“Sequencing is a commodity,” Mika says. “The value is in the interpretation.”
The young sector has already seen competitive shifts. In 2012, Foundation Medicine started a collaboration with N-of-One for interpretation of its tumor sample tests, but it has since taken that function in-house. That’s fine, says Cournoyer: Other potential customers such as hospital chains are adding genomic testing to their clinical practice, but will still need help with the interpretation.
Are there enough customers yet to support a robust group of companies like CollabRx and N-of-One? It might still be too early, and technology pundits often wonder which is worse: jumping on an emerging opportunity too late or jumping in too early.
Mika says the field isn’t moving as fast as he expected when his former company Tegal, a publicly traded supplier of devices for semiconductor manufacturers that faced declining sales after the financial crisis, decided to pivot to a more promising health care field by acquiring CollabRx in 2012 and adopting its name.
“I didn’t appreciate how early it was,” Mika says.
Tegal acquired the clinical oncology database and network of expert cancer doctors assembled by CollabRx founder Jay “Marty” Tenenbaum, an Internet commerce pioneer and cancer survivor. Back when Tenenbaum was diagnosed, he’d been frustrated that the power of the Web and data analytics hadn’t yet been deployed to help doctors sift through the emerging genomics research.
CollabRx now offers a Web-based software service called Genetic Variant Annotation Service (GVA) to laboratories conducting DNA-based tests. A lab submits results for a patient, and CollabRx sends back a report with treatment options, including drugs already approved for the patient’s condition, drugs awaiting approval, and experimental drugs in clinical trials that are actively recruiting, Mika says.
CollabRx also publishes free Web-based apps called Therapy Finders for physicians and patients on its own website and through a media partner, Everyday Health’s MedPage Today.
Since 2012, CollabRx has begun collaborations with the University of Chicago Medical Center and The Jackson Laboratory, a biomedical research institution in Bar Harbor, Maine. The company also has inked deals for diagnostic test interpretation with companies including Quest Diagnostics, Cynvenio Biosystems of Westlake Village, CA; the Belgian company OncoDNA; and Carlsbad, CA-based Life Technologies, a division of Waltham, MA-based Thermo Fisher Scientific (NYSE: TMO).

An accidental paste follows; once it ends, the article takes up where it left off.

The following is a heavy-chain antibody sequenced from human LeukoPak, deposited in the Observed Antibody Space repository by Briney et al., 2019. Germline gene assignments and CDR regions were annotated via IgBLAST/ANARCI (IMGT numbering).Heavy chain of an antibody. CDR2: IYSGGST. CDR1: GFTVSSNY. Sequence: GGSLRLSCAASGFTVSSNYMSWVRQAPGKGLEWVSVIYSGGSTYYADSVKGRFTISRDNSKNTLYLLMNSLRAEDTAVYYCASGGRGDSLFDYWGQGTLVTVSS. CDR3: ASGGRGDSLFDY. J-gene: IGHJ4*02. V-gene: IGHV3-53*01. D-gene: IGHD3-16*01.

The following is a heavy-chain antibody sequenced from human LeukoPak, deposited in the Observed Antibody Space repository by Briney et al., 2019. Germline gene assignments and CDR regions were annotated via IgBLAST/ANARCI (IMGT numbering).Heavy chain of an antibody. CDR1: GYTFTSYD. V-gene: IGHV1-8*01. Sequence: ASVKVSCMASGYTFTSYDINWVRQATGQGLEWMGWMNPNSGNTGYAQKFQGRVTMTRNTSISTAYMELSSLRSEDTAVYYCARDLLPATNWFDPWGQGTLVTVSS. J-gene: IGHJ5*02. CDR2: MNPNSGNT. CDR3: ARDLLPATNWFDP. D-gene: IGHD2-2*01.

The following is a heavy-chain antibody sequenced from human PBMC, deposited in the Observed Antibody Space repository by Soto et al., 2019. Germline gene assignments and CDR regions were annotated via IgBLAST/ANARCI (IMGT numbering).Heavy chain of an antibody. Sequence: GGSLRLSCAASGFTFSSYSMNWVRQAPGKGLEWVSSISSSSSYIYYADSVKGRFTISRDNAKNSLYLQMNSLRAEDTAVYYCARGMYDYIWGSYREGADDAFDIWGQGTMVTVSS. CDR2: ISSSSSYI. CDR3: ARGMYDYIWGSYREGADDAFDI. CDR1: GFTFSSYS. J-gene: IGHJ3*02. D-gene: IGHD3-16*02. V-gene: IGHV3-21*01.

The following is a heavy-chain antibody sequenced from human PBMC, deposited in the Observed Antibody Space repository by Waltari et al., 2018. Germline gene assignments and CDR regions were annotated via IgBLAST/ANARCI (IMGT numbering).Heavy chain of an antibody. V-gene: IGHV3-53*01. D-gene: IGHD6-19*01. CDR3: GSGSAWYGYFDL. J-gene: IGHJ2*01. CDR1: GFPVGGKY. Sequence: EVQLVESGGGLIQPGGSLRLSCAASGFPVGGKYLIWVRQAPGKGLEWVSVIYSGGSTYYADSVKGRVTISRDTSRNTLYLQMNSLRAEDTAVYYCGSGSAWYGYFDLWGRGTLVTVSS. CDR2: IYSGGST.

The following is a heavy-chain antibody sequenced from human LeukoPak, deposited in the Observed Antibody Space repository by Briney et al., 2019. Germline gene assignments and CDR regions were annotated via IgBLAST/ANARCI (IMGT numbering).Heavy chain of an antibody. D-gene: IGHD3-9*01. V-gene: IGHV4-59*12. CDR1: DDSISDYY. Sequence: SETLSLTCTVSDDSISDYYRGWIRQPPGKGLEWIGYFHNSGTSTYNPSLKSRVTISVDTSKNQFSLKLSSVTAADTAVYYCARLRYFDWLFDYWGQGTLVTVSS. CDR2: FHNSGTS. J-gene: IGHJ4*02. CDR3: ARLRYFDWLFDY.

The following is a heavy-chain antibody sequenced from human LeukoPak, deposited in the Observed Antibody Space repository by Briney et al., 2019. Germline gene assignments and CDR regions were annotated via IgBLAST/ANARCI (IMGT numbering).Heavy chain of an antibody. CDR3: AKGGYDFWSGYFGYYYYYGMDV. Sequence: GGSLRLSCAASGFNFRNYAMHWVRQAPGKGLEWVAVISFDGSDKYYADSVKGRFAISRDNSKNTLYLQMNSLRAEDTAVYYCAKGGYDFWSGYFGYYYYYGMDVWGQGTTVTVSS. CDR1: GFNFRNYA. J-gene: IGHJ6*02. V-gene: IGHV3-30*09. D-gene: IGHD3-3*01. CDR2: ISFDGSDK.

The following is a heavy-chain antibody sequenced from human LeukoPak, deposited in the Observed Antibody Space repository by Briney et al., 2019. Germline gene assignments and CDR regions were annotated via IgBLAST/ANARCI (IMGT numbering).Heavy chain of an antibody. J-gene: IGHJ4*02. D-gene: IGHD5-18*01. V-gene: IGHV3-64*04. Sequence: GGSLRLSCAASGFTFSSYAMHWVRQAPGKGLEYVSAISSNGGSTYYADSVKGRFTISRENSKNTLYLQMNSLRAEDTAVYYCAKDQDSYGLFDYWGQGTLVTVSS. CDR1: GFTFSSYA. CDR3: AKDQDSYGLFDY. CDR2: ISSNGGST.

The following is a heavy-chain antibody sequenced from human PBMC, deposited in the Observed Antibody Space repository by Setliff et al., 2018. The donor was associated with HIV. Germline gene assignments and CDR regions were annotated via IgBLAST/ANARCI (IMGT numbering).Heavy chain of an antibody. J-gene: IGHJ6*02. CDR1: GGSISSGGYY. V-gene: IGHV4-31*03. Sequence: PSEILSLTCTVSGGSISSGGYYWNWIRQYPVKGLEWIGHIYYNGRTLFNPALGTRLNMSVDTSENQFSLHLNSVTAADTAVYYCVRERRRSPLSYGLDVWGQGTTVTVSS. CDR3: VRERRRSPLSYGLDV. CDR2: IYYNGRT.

However, Mika says the volume of testing from its partner labs has been considerably lower than he expected this year. Oncologists at top academic centers might place frequent orders for DNA testing, but most cancer patients are treated in community hospitals, where doctors place fewer orders, Mika says.
CollabRx revenues for its 2014 fiscal year ending March 31 were $658,000, and the company reported a net loss of $3.3 million. The company’s share price, which began the year at $3.80, slipped below $1 in October.
CollabRx currently has a staff of 16, including 10 employees who keep its oncology database updated.
Mika says the CollabRx business model is solid, but the timing isn’t optimal. Wall Street’s perception is that CollabRx can’t control its own destiny, because it’s dependent on the ability of diagnostics companies to sell their tests, Mika says. However, he’s hopeful that the testing rate for CollabRx partners will pick up over the coming year. In the meantime, he’s exploring business deals.
“We’re looking at a lot of different options to get what we believe is a valuable asset funded,” Mika says.
On Nov. 10, CollabRx announced a co-marketing deal with Cambridge, MA-based Cartagenia, which offers clinical labs software to manage their workflows as they conduct next-generation sequencing and then report the results.